Chart 7 – MSCI World Performance comparison Chart 8 – MSCI World 12m Trailing EPS change following dot com bubble
Source, Chart 7 & 8 : Bloomberg
It’s important to note that MSCI world valuations now are much lower than they were during the dot com bubble fallout and the consensus for earnings per share is expected to grow by 7% over the next 12 months, albeit much lower than this time 12 months ago.
Chart 9 - MSCI World price to earnings comparison
Finding value in an asset-deflation bear market
‘Value’ companies were the best performing following the dot com bubble, growth companies trading at very high valuations saw significant drawdowns relative to the market and the outcome was a compression in valuations between growth and value companies between 2000 and 2003. Currently, the dispersion between valuations in growth and value companies are at near all-time highs. We could see a similar scenario play out in the near-term as central banks continue to aggressively tighten policy rates.
Chart 10 - MSCI World factor performance following Chart 11 - Price to 12m Forward Earnings ratio:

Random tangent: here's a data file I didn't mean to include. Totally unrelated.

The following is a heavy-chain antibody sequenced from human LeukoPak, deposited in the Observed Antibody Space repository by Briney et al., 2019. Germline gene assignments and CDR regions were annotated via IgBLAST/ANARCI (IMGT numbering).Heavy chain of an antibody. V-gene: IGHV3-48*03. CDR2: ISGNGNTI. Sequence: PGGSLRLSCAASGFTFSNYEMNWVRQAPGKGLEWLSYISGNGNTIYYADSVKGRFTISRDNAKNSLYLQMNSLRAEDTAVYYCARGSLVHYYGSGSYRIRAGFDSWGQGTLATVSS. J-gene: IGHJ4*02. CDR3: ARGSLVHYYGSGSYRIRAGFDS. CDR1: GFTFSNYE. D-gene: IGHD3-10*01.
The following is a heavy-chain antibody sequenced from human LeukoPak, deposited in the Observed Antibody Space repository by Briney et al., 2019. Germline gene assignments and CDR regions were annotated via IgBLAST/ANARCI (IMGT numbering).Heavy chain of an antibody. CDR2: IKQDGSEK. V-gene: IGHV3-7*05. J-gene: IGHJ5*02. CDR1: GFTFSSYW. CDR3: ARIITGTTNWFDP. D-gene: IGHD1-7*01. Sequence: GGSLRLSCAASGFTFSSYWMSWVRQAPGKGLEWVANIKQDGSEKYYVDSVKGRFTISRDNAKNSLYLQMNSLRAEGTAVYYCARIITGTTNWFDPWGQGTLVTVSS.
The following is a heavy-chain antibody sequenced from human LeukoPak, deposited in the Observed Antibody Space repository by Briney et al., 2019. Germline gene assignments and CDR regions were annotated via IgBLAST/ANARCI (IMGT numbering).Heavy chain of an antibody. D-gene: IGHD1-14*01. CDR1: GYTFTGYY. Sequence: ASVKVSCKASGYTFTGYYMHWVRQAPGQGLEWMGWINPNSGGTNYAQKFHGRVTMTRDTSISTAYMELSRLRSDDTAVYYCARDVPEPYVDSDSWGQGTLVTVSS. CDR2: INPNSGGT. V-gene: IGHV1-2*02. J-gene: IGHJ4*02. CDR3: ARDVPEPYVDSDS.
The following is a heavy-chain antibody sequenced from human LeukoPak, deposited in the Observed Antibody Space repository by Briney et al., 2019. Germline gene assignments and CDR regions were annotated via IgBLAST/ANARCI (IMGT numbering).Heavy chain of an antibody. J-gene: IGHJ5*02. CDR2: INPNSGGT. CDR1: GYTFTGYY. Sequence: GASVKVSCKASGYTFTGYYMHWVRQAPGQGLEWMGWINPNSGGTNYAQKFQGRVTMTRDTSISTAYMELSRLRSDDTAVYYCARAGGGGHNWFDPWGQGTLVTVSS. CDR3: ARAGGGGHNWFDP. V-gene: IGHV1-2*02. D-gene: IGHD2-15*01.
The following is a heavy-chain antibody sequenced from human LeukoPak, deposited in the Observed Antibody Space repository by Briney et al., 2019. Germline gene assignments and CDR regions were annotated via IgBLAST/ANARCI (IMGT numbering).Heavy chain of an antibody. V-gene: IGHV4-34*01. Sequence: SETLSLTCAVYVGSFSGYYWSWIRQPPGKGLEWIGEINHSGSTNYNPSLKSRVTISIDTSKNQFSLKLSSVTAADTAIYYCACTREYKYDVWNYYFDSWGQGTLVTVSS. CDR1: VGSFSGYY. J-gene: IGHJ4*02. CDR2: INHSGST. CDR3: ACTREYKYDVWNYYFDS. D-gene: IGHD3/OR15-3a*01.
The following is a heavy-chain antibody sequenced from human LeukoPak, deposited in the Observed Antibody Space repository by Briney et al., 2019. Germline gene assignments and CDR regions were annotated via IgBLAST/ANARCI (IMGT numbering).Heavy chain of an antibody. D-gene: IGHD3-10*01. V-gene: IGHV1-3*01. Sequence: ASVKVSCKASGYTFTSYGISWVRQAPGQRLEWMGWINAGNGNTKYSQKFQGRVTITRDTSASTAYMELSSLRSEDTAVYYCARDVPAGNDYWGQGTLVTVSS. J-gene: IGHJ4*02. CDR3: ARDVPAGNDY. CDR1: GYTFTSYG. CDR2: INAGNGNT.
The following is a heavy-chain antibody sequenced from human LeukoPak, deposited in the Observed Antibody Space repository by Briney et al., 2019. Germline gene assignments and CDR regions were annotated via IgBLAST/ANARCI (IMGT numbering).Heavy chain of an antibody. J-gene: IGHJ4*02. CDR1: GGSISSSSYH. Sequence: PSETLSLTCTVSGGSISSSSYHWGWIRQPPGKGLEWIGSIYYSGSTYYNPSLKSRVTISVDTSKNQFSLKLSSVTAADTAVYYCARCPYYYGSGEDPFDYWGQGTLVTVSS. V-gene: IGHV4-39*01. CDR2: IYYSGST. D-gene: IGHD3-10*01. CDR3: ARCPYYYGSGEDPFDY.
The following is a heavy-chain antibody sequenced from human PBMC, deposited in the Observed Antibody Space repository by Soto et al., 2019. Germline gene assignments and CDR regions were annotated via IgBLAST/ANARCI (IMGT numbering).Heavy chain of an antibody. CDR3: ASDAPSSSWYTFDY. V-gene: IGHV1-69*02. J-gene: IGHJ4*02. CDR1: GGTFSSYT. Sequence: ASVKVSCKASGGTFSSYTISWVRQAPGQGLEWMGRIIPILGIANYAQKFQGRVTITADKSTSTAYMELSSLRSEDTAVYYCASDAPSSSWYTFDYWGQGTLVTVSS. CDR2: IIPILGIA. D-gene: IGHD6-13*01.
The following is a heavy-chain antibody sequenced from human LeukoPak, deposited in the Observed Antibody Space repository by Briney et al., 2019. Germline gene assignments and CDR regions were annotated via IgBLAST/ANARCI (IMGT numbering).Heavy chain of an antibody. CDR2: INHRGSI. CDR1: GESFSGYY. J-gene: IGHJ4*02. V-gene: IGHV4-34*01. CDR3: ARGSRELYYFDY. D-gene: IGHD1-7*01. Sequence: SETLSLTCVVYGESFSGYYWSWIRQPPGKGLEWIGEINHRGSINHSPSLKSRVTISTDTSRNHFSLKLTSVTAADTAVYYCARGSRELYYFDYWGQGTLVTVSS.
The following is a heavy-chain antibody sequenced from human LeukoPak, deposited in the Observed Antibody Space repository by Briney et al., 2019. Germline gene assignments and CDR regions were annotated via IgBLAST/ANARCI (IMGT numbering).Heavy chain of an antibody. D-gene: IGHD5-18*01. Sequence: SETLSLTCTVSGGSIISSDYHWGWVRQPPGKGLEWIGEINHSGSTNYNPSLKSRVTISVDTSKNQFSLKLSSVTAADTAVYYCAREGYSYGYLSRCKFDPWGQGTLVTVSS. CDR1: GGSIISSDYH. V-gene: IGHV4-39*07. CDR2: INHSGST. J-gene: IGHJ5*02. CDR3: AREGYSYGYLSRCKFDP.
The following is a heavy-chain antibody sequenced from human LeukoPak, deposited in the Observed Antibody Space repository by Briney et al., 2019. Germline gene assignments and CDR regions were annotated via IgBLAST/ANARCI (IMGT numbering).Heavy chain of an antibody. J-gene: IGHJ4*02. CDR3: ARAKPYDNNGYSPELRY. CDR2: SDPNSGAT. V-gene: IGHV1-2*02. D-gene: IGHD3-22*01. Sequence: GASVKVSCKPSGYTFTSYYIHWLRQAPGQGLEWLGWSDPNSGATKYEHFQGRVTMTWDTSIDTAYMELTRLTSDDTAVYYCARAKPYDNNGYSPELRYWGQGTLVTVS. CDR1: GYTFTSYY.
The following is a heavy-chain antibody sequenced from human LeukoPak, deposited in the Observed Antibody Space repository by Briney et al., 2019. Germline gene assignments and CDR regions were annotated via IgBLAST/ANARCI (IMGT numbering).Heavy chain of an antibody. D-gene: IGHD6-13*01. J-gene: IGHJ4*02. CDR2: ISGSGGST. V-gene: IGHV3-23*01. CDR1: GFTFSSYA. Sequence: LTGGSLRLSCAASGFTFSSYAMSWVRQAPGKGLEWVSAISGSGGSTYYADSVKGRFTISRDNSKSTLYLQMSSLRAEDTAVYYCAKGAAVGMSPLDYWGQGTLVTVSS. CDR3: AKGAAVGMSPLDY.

dot com bubble MSCI World Value vs Growth
Source, Chart 10&11: Bloomberg
Chart 12 - Relative Price to Book ratio Chart 13 - Relative price to 12m Forward earnings ratio
MSCI World Value vs Growth MSCI World Value vs Growth
Source, Chart 12&13: Bloomberg
Access to value companies
Australian investors can now access entire portfolios of international securities selected on the basis of individual or multiple factors via a range of ETFs on ASX including the VanEck MSCI International Value ETF (ASX: VLUE). VLUE tracks MSCI World ex Australia Enhanced Value Top 250 Select Index.
MSCI’s Enhanced Value Index applies three valuation ratio descriptors on a sector relative basis:
- price-to-book value;
- price-to-forward earnings; and
- enterprise value-to-cash flow from operations.
Compared to a traditional value approach, MSCI’s enhanced value overcomes many of the criticisms of value because it puts less weight on price-to-book as a metric and moves away from backward-looking dividend yield altogether. It uses a whole-firm valuation measure in enterprise value that could reduce concentration in leveraged companies. It also employs a sector neutral approach that MSCI found mitigates some of the drawdown inherent with the value investing style.
Like all investments, there are risks associated with an investment in any of the ETFs we have mentioned. These include ASX trading time differences, financial markets generally, hedging (QHAL), individual company management, industry sectors, foreign currency, country or sector concentration, political, regulatory and tax risks, fund operations and tracking an index. See the PDS for details.